There’s a video floating around cyberspace that captured a lot of attention when it first aired. It features a little boy named Luiz Antonio; he’s preparing to eat a meal of rice, potatoes, and octopus. He’s being videotaped by his mother and, at the time of the video, he may have been about 3, maybe 4 years old. In the video, Luiz wonders about the meat. His mother answers his questions about what the meat was before it was food. When he learns the meat was an animal, just like the animals he sees in his community, he processes his rationale for not eating the meat. His process is based on the fact that he cares about and respects the animals and sees them as wonderful. He recognizes that the flesh on his plate was once invigorated with a soul. He sees that the meat used to be alive…a living, breathing, being. In relation to that idea, Luiz says, of animals:
“I don’t like them to die. I like them to be standing up and happy. We should take care of them, not eat them.”
His statements are so simple, so kind, so clear, gentle, and powerful that his mother begins to cry. When he notices her tears, he asks an important question and draws another crucial conclusion:
Luiz: Why are you crying now?
Mother: You touched my heart.
Luiz: Then I did something beautiful.
Of course he did something beautiful. He did something extraordinarily beautiful.
He embodied, and made real, the affection, deference, and deep regard he felt in his heart for animals. He gave his love form through his words. Then, he made his love function through his commitment to the service of his words.
He did something beautiful.
When we learn this kind of simplicity, nakedness, and movement, we are loving too and we are doing something beautiful.
So, think back. Did you do something beautiful?
Of course you did.
That time your heart was broken and you cried about it with your closest friend? That was beautiful. That time you begged him to stay? That was beautiful. That time you screamed at him to leave? That was beautiful. That time you regarded a black or brown body lovingly? That was beautiful. That time you trembled before you told someone you loved them for the first time? That was beautiful. That time you hollered (or whispered) your first “No.” That was beautiful. That time you wore your confusion and nervousness on your face? That was beautiful. That time you laughed until tears came down like rivers? That was beautiful. That time you held your parents’ hand while he told you his deepest secret, not judging, not flinching, and not looking away? That was beautiful. Anytime you declared or demonstrated something generative, affirming, and actualizing (even if it came out harshly or was enacted in ways that hurt someone), that was beautiful.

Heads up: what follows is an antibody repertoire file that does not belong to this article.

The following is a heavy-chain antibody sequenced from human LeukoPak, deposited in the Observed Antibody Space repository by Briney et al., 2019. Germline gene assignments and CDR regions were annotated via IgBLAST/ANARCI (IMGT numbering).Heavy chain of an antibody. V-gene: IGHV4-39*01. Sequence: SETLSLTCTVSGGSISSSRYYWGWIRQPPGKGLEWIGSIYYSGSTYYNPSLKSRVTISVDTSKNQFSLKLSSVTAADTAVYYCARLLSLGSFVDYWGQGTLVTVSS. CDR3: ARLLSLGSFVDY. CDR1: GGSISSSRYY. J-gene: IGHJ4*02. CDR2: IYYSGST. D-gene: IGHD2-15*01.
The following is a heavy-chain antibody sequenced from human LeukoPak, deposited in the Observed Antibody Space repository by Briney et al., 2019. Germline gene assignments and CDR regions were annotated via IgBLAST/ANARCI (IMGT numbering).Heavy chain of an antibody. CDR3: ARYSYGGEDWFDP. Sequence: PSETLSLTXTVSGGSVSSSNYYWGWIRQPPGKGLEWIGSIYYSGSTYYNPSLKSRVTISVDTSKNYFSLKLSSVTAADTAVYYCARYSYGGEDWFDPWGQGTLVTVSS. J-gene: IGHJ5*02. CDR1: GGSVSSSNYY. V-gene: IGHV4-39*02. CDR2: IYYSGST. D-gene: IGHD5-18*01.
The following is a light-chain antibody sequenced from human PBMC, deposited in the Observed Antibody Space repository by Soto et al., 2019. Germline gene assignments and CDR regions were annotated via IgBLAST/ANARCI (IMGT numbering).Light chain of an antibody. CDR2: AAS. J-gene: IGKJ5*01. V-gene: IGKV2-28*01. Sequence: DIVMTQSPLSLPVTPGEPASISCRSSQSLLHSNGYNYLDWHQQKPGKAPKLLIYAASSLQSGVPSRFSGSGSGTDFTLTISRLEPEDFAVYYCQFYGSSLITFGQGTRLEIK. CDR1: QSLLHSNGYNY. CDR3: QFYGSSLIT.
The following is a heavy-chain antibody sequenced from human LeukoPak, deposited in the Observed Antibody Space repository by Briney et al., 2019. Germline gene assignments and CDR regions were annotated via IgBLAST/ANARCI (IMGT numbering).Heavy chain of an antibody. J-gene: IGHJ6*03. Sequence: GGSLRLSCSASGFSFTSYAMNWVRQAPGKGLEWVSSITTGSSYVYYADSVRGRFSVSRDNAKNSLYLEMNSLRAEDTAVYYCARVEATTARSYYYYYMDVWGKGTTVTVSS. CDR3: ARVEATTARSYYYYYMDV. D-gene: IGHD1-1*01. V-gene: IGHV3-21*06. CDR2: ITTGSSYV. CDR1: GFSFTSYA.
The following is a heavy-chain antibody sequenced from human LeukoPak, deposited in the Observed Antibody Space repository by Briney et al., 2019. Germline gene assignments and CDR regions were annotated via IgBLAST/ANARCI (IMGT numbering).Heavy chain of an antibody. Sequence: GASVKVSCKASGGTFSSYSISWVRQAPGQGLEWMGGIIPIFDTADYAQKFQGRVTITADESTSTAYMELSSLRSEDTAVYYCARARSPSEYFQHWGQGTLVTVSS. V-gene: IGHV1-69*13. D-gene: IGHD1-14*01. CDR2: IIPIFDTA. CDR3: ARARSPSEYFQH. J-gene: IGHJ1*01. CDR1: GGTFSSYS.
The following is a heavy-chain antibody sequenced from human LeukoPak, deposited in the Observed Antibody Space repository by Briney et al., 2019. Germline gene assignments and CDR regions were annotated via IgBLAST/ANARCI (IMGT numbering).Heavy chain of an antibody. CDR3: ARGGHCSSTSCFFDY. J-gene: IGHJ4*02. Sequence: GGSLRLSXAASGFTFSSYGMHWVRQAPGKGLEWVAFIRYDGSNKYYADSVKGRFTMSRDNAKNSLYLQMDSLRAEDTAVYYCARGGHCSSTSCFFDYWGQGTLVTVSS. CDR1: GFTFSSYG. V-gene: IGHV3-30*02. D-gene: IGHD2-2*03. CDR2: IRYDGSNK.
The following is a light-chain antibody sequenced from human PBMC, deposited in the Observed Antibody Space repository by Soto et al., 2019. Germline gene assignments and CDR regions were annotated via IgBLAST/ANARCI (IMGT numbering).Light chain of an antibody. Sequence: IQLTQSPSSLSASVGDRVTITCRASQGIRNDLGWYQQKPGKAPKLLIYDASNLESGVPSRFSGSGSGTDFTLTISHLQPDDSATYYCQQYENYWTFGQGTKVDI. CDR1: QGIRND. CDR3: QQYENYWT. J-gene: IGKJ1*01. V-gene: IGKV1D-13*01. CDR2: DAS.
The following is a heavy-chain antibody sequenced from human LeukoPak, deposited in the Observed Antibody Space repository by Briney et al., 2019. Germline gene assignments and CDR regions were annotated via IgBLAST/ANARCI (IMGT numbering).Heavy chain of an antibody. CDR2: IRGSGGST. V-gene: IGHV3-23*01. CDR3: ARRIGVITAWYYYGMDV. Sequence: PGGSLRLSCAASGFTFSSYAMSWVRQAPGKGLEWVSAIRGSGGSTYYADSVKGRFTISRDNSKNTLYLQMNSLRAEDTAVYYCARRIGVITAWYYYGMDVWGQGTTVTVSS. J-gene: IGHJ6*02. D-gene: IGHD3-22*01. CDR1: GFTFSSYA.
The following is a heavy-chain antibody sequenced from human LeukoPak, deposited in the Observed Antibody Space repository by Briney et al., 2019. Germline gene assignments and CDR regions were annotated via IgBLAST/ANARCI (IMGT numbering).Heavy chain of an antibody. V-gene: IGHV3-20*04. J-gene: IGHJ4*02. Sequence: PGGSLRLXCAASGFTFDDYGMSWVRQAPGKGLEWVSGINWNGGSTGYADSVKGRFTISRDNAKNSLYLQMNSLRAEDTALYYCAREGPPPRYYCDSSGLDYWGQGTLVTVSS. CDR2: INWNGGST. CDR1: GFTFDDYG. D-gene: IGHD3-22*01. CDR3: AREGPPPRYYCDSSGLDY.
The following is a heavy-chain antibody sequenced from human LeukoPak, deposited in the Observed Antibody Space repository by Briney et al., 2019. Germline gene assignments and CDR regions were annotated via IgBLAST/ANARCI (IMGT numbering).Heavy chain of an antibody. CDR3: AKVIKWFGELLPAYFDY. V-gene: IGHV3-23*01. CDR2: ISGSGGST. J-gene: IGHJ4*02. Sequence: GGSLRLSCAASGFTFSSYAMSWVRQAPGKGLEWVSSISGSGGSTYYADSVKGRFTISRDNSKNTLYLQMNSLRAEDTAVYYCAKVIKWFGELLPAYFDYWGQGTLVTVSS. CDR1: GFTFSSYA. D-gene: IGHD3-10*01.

The difference between your beautiful, my beautiful, and Luiz’s beautiful is acknowledgment and acceptance. Luiz saw his beauty reflected in his mother’s tears and, essentially, asked her to name it. When she said what he saw he knew it was love. He knew that his words and commitment were beautiful…were loving…love being…because his heart was moved and his mother’s heart was moved in complement. His total acceptance of this truth immediately followed his acknowledgment.
Luiz’s steps are a lesson.
When something in the world (or in yourself) moves you to think differently or feel dynamically, notice the movement. Accept that it’s real. Acknowledge its beauty. Call yourself a lover as you are being…all of you…because that’s what you are. Be sure to Get the gift I give at http://www.jeaninestaples.com to find out more.
Jeanine Staples is Associate Professor of Literacy and Language & African American Studies at the Pennsylvania State University. Her book, The Revelations of Asher: Toward Supreme Love in Self, is an endarkened, feminist, new literacies event (Peter Lang, spring 2016). In it, she explores Black women’s terror in love. She produces research-based courses and methodologies that enable marginalized girls and women to realize internal revelations that fuel external revolutions.
Dr. Staples’ next book details the evolution of her acclaimed undergraduate course, The Philadelphia Urban Seminar. In it, she explores Supreme Love in schools. She shows how she generates curriculum and methodologies that incite anti-racist, anti-sexist, anti-ableist pedagogical stances among teachers interested in urban education and equity for all people in schools and society.